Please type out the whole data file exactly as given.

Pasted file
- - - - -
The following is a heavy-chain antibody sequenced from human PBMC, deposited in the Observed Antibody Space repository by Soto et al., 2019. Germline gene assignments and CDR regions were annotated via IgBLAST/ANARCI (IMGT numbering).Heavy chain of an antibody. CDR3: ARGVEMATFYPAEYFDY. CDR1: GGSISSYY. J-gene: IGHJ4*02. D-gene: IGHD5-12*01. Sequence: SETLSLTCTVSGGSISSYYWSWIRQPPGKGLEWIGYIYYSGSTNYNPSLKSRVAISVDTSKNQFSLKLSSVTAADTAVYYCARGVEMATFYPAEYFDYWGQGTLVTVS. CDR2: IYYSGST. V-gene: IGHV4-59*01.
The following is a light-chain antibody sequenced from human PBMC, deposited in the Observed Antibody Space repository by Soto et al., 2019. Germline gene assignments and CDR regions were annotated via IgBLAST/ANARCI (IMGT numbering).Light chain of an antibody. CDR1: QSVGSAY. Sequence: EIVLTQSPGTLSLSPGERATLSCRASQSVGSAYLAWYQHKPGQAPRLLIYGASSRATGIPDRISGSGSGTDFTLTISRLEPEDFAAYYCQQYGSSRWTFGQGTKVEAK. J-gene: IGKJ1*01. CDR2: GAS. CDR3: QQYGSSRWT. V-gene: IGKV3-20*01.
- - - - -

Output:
The following is a heavy-chain antibody sequenced from human PBMC, deposited in the Observed Antibody Space repository by Soto et al., 2019. Germline gene assignments and CDR regions were annotated via IgBLAST/ANARCI (IMGT numbering).Heavy chain of an antibody. CDR3: ARGVEMATFYPAEYFDY. CDR1: GGSISSYY. J-gene: IGHJ4*02. D-gene: IGHD5-12*01. Sequence: SETLSLTCTVSGGSISSYYWSWIRQPPGKGLEWIGYIYYSGSTNYNPSLKSRVAISVDTSKNQFSLKLSSVTAADTAVYYCARGVEMATFYPAEYFDYWGQGTLVTVS. CDR2: IYYSGST. V-gene: IGHV4-59*01.
The following is a light-chain antibody sequenced from human PBMC, deposited in the Observed Antibody Space repository by Soto et al., 2019. Germline gene assignments and CDR regions were annotated via IgBLAST/ANARCI (IMGT numbering).Light chain of an antibody. CDR1: QSVGSAY. Sequence: EIVLTQSPGTLSLSPGERATLSCRASQSVGSAYLAWYQHKPGQAPRLLIYGASSRATGIPDRISGSGSGTDFTLTISRLEPEDFAAYYCQQYGSSRWTFGQGTKVEAK. J-gene: IGKJ1*01. CDR2: GAS. CDR3: QQYGSSRWT. V-gene: IGKV3-20*01.